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Campus News
     
Your faculty and staff news since 1965
April 19, 2004
Volume 39, Number 14

Grateful Dead drummer, anthropologist collaborate


By Greg Johnston

Steve Field
Steve Feld, anthropology and music, will introduce Hart's Ovation Series lecture this Friday at Popejoy Hall.

When Mickey Hart, percussionist for the San Francisco band the Grateful Dead, was conducting research in 1983 for his first book, “Drumming At The Edge Of Magic,” he wanted to know more about the drums of New Guinea. Friends steered him to Steve Feld, ethnomusicologist and expert on the subject. Since 1976, Feld had made extensive field recordings in the Bosavi rainforest of Papua, New Guinea.

Feld is a UNM professor of anthropology and music, who previously taught at Columbia University, New York University, University of California at Santa Cruz, University of Texas at Austin, and University of Pennsylvania. He is also a visiting professor at the Greig Academy of Music at the University of Bergen in Norway.

In 1983, National Public Radio broadcast “Voices in the Forest,” an experimental soundscape that Feld produced from his recordings of indigenous music and sounds. He and Hart met and played the tape at Feld’s Pennsylvania office. Hart was amazed by the recording and was impressed that Feld had captured the Circadian rhythm of the surroundings.

“Mickey said bring this to the Grateful Dead concert in Philadelphia and we’ll play it during intermission,” Feld said. According to Hart, when the Deadheads heard the tape, they went wild and started interacting with the sounds. After the show, calls started coming into the Grateful Dead office asking “Where can I get this?” Hart said his band mate Phil Lesh questioned why the recording should be kept to a small group of musicologists and academics and not brought to a larger audience.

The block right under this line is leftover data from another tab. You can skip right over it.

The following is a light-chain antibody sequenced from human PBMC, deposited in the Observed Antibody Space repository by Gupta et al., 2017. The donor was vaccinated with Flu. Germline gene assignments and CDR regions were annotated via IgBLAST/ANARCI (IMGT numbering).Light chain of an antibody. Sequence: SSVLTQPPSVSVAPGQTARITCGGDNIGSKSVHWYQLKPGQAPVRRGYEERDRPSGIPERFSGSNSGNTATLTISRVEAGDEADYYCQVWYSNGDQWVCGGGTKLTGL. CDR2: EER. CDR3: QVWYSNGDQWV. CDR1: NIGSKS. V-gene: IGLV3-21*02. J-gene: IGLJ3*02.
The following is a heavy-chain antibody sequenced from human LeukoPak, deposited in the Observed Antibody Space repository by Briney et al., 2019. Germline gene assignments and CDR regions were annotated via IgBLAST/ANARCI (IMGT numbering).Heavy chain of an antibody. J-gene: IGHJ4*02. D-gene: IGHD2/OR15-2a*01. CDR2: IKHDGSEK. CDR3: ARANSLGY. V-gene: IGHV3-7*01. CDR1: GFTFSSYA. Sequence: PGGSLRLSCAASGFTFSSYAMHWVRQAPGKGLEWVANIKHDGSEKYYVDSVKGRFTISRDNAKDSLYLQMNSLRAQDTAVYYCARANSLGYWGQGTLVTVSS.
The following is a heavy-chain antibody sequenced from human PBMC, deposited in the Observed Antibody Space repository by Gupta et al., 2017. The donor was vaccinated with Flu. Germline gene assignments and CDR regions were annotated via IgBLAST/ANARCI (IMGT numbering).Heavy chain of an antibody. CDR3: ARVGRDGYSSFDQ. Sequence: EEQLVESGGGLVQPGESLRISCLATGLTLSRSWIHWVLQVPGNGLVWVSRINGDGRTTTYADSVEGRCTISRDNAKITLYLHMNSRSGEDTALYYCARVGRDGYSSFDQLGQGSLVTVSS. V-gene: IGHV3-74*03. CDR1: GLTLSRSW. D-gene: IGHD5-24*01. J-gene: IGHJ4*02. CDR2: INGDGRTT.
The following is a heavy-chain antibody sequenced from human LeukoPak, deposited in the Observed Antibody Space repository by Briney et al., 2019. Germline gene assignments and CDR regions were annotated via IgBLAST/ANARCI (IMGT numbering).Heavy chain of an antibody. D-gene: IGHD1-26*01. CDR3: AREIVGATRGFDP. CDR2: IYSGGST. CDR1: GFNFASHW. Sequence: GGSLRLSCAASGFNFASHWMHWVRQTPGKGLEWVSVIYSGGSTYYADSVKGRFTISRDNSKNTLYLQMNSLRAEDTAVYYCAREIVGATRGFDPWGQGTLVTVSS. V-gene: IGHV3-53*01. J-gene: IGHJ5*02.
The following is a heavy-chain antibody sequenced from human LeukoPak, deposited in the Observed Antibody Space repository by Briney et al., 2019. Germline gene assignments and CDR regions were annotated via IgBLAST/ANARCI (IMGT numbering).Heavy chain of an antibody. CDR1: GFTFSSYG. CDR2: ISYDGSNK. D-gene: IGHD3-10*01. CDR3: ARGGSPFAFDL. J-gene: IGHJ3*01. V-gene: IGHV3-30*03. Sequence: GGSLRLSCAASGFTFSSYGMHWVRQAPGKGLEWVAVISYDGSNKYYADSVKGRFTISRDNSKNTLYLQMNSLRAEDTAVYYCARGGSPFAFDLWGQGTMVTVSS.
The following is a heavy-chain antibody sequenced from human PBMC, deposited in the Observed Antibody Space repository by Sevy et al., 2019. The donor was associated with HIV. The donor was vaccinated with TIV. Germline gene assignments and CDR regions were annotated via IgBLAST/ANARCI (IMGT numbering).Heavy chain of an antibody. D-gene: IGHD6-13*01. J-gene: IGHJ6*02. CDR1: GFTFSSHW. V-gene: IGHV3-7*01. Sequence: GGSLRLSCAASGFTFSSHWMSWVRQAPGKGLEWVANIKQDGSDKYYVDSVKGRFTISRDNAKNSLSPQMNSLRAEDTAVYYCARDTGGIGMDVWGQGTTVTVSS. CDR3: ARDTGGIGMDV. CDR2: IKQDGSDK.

Seven years later Hart was starting up his new record series of world music on Rykodisc. He called Feld and offered to provide him with sophisticated equipment to make new recordings in the New Guinea rainforest. Together they liked the concept of condensing a recording of a 24-hour time span, starting at dawn, down to one hour, alternating different sounds from the environment with the ritual and everyday music by the native Kaluli people.

“Mickey saw the recording as having a documentary purpose and an aesthetic appeal,” Feld said. “It was also kind of a consciousness raising event. It brought together the concerns of what we call endangered music with the endangered rainforest environment.”

“Voices of the Rainforest,” released in 1991, sold more than 80,000 copies.

During a recent telephone interview, Hart said, “Once the Kaluli realized that people on the other side of the world were appreciating their music, they started to practice their own music more.”

Hart regards Feld as a brilliant ethnomusicologist. “He’s helped me in so many ways to understand the anthropology of music, the archeology of music and the sensibilities of indigenous people and how to amplify their music.”

Hart and Feld have kept up their ongoing conversation about sonic documentation for more than 20 years. On Friday, April 23 at 7:30 p.m., Feld will introduce Hart when he speaks at Popejoy Hall as part of UNM’s 21st Century Speaker’s Series.

Hart’s talk will include stories from his third and most recent book, “Songcatchers,” published by National Geographic. Tickets can be purchased at the UNM Box Office, or call 277-3824.